Antibiotics are used to fight bacteria and fungus in and on the body. Bacteria are classified according to their ability to cause disease. Pathogenic bacteria are capable of producing a particular illness or infection. Nonpathogenic bacteria live on or within the host but do not cause illness under normal conditions. These bacteria are called normal flora. Some actually produce substances necessary to the well-being of the host. For example, bacteria in the bowel synthesize vitamin K, which is necessary for blood clotting. Rarely, nonpathogenic bacteria will overgrow and cause symptoms due to their sheer numbers.
Antibiotics fall into two categories: Bacteriostatic and fungistatic drugs inhibit the growth of microorganisms but don’t kill them; bactericidal and fungicidal drugs destroy the microorganisms outright.
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Antibiotics may not always be effective, for a number of reasons.
Inadequate Wound Care
Antibiotics enter the bloodstream and are carried to the source of the infection. Abscesses, wounds that contain devitalized tissue, and wounds with foreign bodies (dirt or splinters, for example) are resistant areas. Under such circumstances, antibiotics can’t penetrate the wound completely. Accordingly, it is essential to drain abscesses, clean dirty wounds, and remove foreign bodies.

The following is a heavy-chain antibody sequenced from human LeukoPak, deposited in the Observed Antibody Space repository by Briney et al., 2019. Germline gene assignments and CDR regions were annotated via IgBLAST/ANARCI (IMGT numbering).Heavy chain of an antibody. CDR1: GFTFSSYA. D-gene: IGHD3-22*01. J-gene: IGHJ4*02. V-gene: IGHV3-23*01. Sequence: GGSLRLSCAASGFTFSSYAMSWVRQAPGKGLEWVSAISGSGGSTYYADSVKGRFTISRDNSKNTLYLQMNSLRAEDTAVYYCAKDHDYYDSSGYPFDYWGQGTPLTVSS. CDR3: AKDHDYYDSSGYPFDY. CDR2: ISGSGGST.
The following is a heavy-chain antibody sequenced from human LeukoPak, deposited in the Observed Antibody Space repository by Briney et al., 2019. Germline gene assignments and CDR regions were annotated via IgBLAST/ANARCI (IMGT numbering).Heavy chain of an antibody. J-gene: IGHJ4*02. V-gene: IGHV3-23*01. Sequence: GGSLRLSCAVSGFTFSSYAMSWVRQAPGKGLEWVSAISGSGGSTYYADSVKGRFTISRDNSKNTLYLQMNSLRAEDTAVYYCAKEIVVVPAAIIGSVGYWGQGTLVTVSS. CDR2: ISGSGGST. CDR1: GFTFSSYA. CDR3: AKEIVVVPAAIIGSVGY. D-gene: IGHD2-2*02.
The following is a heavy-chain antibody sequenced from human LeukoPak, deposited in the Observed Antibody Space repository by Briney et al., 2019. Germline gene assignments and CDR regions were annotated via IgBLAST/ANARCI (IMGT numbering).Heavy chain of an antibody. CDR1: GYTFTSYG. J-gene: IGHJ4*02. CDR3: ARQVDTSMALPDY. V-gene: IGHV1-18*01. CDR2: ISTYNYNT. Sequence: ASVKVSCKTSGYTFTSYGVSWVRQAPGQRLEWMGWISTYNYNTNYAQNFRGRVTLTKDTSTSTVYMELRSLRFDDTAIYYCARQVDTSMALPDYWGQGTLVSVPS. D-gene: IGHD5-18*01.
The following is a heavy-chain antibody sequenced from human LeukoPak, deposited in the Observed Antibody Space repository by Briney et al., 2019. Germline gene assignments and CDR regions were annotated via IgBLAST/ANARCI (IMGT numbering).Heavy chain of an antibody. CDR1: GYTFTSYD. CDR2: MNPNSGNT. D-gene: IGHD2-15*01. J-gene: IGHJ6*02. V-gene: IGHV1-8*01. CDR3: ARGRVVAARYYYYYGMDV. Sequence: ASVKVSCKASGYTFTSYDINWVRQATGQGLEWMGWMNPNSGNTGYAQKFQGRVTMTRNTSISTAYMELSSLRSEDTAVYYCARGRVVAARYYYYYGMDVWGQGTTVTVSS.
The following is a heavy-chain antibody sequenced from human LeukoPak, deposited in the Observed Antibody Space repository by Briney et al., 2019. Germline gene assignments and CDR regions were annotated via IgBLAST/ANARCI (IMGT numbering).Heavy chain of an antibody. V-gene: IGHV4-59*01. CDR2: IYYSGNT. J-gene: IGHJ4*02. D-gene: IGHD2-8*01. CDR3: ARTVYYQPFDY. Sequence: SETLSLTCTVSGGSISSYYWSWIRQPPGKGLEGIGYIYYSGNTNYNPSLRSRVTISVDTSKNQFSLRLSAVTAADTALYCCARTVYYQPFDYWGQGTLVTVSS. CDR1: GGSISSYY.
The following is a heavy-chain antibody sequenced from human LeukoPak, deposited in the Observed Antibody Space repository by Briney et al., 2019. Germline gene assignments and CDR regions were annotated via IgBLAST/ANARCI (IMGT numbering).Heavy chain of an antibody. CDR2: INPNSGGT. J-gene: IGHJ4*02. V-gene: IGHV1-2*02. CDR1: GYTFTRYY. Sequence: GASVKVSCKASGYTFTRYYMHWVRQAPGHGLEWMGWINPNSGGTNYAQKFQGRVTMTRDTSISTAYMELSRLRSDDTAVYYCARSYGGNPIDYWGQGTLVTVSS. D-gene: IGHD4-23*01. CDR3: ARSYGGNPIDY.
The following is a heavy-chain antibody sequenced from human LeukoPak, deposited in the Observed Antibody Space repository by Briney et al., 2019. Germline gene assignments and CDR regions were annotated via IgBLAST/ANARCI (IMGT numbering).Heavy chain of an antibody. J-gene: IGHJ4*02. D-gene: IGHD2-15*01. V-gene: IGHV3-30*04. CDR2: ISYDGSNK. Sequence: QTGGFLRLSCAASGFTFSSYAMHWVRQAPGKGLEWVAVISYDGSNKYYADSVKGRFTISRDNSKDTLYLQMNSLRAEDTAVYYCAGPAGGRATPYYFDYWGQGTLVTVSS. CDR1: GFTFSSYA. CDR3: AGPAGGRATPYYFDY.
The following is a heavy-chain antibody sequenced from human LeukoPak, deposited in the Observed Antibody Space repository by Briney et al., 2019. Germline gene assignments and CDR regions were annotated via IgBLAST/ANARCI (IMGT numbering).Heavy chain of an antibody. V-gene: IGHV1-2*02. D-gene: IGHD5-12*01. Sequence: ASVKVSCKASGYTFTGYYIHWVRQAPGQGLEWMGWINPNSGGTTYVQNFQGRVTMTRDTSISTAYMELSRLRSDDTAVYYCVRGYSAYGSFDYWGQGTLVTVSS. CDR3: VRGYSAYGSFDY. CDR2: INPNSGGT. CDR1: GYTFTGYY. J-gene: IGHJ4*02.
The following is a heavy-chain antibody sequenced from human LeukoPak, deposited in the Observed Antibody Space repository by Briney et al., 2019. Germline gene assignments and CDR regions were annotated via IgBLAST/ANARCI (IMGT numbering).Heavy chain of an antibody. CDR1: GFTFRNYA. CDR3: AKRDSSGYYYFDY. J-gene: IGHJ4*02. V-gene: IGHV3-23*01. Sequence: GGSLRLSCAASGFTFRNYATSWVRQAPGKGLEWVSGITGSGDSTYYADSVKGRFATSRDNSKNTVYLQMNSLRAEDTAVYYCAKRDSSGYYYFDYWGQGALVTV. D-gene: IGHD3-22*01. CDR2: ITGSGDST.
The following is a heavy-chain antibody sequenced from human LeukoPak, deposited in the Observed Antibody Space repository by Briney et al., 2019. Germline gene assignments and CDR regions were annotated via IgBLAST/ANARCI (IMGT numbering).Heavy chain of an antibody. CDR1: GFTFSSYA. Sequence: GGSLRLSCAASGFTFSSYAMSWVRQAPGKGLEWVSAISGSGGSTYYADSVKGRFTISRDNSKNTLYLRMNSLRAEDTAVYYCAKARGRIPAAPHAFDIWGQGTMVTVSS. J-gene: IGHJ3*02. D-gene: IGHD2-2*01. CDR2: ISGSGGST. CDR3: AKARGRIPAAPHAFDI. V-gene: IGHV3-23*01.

An antibiotic chosen to treat an infection must be effective against the specific type of bacteria that is infecting the body. The best way to determine susceptibility is to sample the organism, grow it on a culture plate, and identify it by the way its colony appears and by microscopic characteristics. Antibiotic discs are then applied to the culture plate to see which discs inhibit the growth of bacteria colonies. The results are graded according to whether the bacteria are sensitive, indifferent, or insensitive to the effects of the antibiotic. Laboratory findings, however, do not always coincide with results in the patient. Nonetheless, sensitivity testing is the best way to select the most effective antibiotic.
Route of Administration
An important medical decision is choosing the best route for administration. In a dog with severe infections, antibiotics may be given intravenously or by intramuscular or subcutaneous injection. Some oral antibiotics should be given on an empty stomach; others with a meal. Incomplete absorption is one cause of inadequate levels of antibiotics in the blood. If the dog is vomiting, oral medications may not be absorbed.